- Kelsey Hawes
A bi-partisan, joint-committee of the Idaho Legislature is set to convene Monday, Aug. 22 to consider further changes to the state's procurement law.
The effort to overhaul the process by which Idaho doles out millions of dollars came in the shadow of controversy surrounding the (ultimately illegal) contract awarded to Education Networks of America to run the now-defunct Idaho Education Network.
A district judge ruled in 2014 that the Idaho Department of Administration violated the state's procurement law by awarding the $60 million contract to ENA and telecom company Qwest despite the fact that a competitor's bid came in lower. Former DOA Director Mike Gwartney was accused of rigging the deal in favor of Qwest—now Centurylink—and it was later discovered then-Superintendent of Public Instruction Tom Luna, who announced the deal, also had direct ties to the contract winner, which employed a former aide and a campaign staffer.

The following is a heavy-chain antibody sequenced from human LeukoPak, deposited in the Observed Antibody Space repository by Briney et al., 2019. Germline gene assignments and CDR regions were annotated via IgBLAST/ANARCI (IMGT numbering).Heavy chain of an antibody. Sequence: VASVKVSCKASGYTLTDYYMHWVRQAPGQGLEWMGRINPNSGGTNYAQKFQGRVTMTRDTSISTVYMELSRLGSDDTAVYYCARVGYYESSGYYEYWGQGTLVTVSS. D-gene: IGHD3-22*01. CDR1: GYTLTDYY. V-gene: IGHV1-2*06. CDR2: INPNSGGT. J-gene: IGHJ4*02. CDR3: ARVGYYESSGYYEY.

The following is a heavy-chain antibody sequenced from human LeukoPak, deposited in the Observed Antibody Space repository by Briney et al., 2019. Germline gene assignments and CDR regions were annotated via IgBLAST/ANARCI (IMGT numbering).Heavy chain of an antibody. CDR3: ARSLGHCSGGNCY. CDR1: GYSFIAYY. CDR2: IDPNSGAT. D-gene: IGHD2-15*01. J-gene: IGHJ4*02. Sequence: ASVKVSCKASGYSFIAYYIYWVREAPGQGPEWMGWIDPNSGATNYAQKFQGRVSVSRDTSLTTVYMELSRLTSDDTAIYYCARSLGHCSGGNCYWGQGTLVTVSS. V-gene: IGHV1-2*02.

A committee convened in 2015 looked into the procurement law and delivered its findings to the 2016 Legislature, including:
- State purchasing laws have't been significantly revised since the 1970s.
- Purchasing laws would benefit from revision, reorganization and re-codification in their own chapter of Idaho Code.
- Ethical standards for all persons involved in the procurement process should be prescribed by law.
The 2016 Legislature also agreed to create a new committee to further study how the state needs to reconstruct its procurement process. The new, bi-partisan committee of 10 members of the Idaho House and Senate will convene Monday at the Statehouse and has already scheduled four additional meetings between now and mid-November. The committee is co-chaired by Sen. Fred Martin (R-Boise) and Rep. Neil Anderson (R-Blackfoot).
Editor's Note: This story has been amended to add detail to the 2014 ruling that the Idaho Department of Administration violated the state's procurement law.